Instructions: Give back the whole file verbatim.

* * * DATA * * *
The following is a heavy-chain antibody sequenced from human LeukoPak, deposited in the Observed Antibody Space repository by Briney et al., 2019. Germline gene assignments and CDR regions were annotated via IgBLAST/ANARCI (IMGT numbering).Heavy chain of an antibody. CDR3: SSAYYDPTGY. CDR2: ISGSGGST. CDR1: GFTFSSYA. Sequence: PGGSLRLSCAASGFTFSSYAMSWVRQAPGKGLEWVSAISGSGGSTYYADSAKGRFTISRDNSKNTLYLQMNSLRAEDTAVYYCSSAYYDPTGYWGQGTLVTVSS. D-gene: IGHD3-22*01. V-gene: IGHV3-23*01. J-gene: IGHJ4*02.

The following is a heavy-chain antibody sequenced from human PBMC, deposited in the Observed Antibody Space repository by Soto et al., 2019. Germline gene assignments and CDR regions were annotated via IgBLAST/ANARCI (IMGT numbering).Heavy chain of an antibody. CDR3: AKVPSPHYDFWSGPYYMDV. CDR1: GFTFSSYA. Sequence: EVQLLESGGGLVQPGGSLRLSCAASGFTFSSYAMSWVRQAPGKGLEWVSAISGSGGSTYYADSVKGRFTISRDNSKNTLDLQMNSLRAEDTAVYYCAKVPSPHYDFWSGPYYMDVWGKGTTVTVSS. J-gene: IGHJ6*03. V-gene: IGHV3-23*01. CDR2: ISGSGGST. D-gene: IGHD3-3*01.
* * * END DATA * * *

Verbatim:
The following is a heavy-chain antibody sequenced from human LeukoPak, deposited in the Observed Antibody Space repository by Briney et al., 2019. Germline gene assignments and CDR regions were annotated via IgBLAST/ANARCI (IMGT numbering).Heavy chain of an antibody. CDR3: SSAYYDPTGY. CDR2: ISGSGGST. CDR1: GFTFSSYA. Sequence: PGGSLRLSCAASGFTFSSYAMSWVRQAPGKGLEWVSAISGSGGSTYYADSAKGRFTISRDNSKNTLYLQMNSLRAEDTAVYYCSSAYYDPTGYWGQGTLVTVSS. D-gene: IGHD3-22*01. V-gene: IGHV3-23*01. J-gene: IGHJ4*02.

The following is a heavy-chain antibody sequenced from human PBMC, deposited in the Observed Antibody Space repository by Soto et al., 2019. Germline gene assignments and CDR regions were annotated via IgBLAST/ANARCI (IMGT numbering).Heavy chain of an antibody. CDR3: AKVPSPHYDFWSGPYYMDV. CDR1: GFTFSSYA. Sequence: EVQLLESGGGLVQPGGSLRLSCAASGFTFSSYAMSWVRQAPGKGLEWVSAISGSGGSTYYADSVKGRFTISRDNSKNTLDLQMNSLRAEDTAVYYCAKVPSPHYDFWSGPYYMDVWGKGTTVTVSS. J-gene: IGHJ6*03. V-gene: IGHV3-23*01. CDR2: ISGSGGST. D-gene: IGHD3-3*01.